The Children’s Theatre’s new production might help kids understand race and racism

Uncle Manny (Dean Holt) and Josh (De’Anthony Jackson) in CTC’s ‘Something Happened in Our Town’


At first glance, the Children’s Theatre’s latest production, “Something Happened in Our Town,” seems to have been written for the Twin Cities, but it’s bigger than that. The plot revolves around two families, next-door neighbors. The Perkins family is Black, the Hartleys are white, and the play follows both families’ reaction to the news of the killing of a Black man by a white cop.
Both families have young children in the same class at school, and the two have become fast friends. Emma, a white girl, (played by Lola Ronning) and Josh, a Black boy, (played by De’Anthony Jackson) need each other. Other students bully them both and they don’t have friends at school.
Josh’s 16-year-old brother Malcolm (played by Calvin Zimmerman) is like many boys who are becoming men, ready to stand up to injustice but not really sure how. He wants to go to the protest, but his father is against that, afraid for his older son’s safety.
The two mothers are friends because of their children’s strong bond, but things get strained because the families see the events so differently.
Emma’s father is never seen or mentioned, but her Uncle Manny (played by Dean Holt) is a surrogate father. He’s also a police officer. Emma’s mother, Sue (played by Autumn Ness) mentions that she comes from generations of police officers, and she worries about her brother.
Josh and Malcolm’s parents, Calvin, a school principal (played by Kevin D. West) and Bella (played by Rajane Katurah) have different worries, concerned that by simply walking down the street, their sons could be profiled and killed by the authorities.
“It’s a different system,” says Calvin Perkins. “Black people get arrested at nine times the rate of white people.” He’s angry, he says, because 30 years later, he has to have the same talk with his sons that his father had with him. “Black men aren’t valued for being strong and smart. We get killed for so much less.”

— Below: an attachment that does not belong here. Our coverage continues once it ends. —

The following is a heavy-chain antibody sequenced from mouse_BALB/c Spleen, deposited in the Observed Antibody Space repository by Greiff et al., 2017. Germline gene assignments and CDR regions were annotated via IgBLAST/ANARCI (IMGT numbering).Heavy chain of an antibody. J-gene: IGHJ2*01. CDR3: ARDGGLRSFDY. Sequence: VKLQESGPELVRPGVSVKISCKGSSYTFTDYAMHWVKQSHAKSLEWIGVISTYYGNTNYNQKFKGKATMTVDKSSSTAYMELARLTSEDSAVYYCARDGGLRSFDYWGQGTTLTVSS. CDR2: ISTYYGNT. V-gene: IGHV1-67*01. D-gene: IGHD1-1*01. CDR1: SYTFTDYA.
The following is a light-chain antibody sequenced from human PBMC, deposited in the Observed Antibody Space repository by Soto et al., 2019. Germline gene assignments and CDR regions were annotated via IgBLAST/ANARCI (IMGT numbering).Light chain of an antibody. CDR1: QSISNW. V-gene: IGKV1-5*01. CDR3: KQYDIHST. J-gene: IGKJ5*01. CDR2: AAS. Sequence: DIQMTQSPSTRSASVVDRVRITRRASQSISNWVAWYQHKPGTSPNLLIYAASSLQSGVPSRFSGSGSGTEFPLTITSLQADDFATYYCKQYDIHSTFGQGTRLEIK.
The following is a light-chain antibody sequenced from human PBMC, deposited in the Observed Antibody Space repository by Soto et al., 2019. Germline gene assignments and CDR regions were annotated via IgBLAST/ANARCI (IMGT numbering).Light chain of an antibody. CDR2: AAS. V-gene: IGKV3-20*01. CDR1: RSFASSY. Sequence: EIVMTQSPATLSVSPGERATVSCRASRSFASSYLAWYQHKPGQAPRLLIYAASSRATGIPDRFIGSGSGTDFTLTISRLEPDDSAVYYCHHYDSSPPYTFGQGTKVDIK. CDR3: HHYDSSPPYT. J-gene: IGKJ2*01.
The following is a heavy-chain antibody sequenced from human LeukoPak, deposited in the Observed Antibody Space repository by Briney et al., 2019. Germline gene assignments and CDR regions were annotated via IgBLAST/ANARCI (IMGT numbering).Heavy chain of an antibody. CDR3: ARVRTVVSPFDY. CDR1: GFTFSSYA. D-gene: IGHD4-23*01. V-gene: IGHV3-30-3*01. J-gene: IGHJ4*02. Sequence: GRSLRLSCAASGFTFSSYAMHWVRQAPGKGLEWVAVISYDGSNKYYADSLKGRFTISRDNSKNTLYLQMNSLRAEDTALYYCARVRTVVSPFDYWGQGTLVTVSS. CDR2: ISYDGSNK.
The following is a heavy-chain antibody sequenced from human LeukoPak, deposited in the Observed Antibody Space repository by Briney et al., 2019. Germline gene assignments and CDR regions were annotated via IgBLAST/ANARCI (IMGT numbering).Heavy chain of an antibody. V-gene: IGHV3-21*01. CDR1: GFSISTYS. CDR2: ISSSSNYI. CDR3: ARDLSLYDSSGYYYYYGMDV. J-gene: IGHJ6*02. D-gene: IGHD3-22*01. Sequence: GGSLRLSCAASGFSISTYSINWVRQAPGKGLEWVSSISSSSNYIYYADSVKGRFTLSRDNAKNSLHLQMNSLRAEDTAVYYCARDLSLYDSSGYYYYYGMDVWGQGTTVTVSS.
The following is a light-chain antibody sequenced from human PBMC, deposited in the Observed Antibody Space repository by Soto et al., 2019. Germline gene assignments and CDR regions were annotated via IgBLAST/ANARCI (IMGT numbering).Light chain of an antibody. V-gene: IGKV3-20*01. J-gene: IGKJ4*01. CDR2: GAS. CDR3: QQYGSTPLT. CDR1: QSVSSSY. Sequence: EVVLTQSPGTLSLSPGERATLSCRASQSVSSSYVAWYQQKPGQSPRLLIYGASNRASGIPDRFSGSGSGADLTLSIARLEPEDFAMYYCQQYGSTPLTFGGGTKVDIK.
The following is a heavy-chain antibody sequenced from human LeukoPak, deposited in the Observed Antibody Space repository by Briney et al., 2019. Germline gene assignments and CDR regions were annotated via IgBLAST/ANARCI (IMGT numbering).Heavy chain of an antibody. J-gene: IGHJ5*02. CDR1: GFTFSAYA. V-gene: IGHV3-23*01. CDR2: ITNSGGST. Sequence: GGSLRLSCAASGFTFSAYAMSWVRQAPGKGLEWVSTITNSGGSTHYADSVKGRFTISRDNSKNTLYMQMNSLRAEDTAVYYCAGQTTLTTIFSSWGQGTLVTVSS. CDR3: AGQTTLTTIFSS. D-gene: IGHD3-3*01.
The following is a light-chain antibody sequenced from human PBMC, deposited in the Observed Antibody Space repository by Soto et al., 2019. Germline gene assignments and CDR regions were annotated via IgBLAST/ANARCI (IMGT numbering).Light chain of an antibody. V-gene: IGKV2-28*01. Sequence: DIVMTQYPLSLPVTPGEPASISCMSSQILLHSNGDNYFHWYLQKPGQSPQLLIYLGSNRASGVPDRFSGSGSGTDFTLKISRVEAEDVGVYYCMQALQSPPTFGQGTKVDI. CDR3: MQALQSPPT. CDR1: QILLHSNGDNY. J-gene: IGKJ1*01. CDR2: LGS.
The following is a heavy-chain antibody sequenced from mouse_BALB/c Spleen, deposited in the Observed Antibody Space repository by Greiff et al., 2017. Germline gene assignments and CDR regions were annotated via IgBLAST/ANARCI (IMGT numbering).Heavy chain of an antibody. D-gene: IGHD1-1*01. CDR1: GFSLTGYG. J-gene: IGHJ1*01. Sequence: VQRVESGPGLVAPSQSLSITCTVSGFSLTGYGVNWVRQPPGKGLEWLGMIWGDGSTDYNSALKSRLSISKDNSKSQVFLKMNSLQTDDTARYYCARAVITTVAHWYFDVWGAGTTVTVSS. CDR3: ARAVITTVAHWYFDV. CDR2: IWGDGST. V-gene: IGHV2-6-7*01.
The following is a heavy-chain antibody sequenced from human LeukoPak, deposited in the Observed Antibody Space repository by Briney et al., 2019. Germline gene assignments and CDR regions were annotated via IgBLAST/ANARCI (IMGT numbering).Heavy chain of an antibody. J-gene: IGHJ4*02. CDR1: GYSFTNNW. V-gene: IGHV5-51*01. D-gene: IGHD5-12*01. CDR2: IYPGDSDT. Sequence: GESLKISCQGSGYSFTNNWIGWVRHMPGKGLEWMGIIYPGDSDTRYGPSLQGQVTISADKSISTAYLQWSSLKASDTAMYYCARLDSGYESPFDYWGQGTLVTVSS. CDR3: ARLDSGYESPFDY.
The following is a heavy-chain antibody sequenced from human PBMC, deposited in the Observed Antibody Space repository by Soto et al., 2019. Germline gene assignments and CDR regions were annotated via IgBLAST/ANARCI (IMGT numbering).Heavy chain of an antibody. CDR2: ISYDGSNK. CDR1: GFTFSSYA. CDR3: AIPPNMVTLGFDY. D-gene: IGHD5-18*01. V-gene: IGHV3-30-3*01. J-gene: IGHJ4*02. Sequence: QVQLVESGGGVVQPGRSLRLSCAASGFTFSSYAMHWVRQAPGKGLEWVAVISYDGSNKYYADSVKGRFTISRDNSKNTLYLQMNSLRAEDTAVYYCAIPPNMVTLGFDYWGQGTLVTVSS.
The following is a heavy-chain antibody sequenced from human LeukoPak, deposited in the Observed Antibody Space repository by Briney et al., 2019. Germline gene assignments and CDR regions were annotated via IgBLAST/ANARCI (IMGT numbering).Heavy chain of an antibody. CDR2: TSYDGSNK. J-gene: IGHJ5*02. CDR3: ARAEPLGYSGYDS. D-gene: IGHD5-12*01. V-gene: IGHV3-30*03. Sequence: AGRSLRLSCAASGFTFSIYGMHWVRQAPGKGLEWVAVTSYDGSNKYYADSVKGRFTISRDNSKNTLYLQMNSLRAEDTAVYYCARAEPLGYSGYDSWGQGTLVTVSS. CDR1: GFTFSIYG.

But Sue Hartley insists that most police are not like the one who shot the Black man (we hear no details about the shooting). Most cops, she insists, chose their profession because they want to help people. Uncle Manny seems to embody that idea. He’s sent to restore order at the protest, which has turned violent.
There, he finds Malcolm, who behind his parents’ backs, drove his father’s car to join the demonstration. To keep Malcolm from getting arrested (and maybe hurt) he brings him back home to his parents. And then, Manny sits down to talk with Malcolm’s mother over a cup of coffee. They try to understand each other’s views but it’s difficult for both.
“We risk our lives every single day,” he tells her. “I brought Malcolm home so he could be safe.”
The play’s action moves from house to house and then to the younger children’s classroom and playground. The class is made up of children of various ethnic groups, but the bullying does not seem to be connected to those differences.
Playwright Cheryl L. West adapted the script from a book of the same name, written to help younger children understand racial justice. The theater is only a couple of miles from where a white Minneapolis cop knelt on the neck of George Floyd, killing him.
“Something Happened in Our Town” was in early rehearsals when yet another Black man, 22-year-old Amir Locke, was shot and killed by a member of the Minneapolis police department delivering a no-knock warrant. For cast members, the event hit very close to home.
The theater brought in a mental health clinician to help the cast and crew cope. Even the play’s director, Timothy Douglas, said he was feeling traumatized and turned the rehearsal area into a space to let the cast and crew talk out their emotions.
It seems to have worked. If you are wondering how to talk to your children about race and racial bias let the cast of “Something Happened in Our Town” help you. A post-play discussion session had young audience members asking questions. “Do Black people still sometimes get shot?” one asked. “Yes,” he was told. “In our city, where we all live.”
This is a hard discussion for any parent to have with their children, but this play might be a way to start the discussion. It’s recommended for kids aged 7 and older.
The play runs through March 27 at the Children’s Theatre, 2400 Third Ave. S., Minneapolis. Wear a mask and bring your vaccine card.

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